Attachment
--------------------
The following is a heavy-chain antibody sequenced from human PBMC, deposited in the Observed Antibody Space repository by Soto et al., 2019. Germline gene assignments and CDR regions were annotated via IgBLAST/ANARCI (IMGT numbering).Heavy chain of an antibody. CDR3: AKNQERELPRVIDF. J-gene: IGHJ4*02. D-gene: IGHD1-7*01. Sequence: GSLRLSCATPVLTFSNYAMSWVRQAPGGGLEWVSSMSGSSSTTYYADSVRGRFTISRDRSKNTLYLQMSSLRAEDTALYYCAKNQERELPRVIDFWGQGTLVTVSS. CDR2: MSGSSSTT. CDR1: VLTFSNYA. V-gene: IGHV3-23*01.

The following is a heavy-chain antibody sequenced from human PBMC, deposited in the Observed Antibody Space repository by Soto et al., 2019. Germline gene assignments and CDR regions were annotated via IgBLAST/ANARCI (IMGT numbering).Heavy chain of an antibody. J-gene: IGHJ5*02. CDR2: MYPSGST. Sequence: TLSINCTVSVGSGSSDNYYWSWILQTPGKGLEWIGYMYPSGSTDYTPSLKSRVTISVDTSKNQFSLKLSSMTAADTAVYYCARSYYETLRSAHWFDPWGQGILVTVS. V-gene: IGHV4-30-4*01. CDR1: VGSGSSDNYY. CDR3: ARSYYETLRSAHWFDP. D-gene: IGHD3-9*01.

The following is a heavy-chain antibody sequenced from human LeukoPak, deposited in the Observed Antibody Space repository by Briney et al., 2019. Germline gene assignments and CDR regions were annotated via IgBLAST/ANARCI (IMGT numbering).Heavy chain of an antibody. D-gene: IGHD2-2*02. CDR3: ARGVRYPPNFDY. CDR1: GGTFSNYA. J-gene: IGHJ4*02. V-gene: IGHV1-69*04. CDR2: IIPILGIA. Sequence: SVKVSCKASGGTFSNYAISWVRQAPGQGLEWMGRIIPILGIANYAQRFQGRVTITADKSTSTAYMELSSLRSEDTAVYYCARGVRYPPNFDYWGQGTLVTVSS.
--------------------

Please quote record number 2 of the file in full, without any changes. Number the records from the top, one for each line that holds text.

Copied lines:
The following is a heavy-chain antibody sequenced from human PBMC, deposited in the Observed Antibody Space repository by Soto et al., 2019. Germline gene assignments and CDR regions were annotated via IgBLAST/ANARCI (IMGT numbering).Heavy chain of an antibody. J-gene: IGHJ5*02. CDR2: MYPSGST. Sequence: TLSINCTVSVGSGSSDNYYWSWILQTPGKGLEWIGYMYPSGSTDYTPSLKSRVTISVDTSKNQFSLKLSSMTAADTAVYYCARSYYETLRSAHWFDPWGQGILVTVS. V-gene: IGHV4-30-4*01. CDR1: VGSGSSDNYY. CDR3: ARSYYETLRSAHWFDP. D-gene: IGHD3-9*01.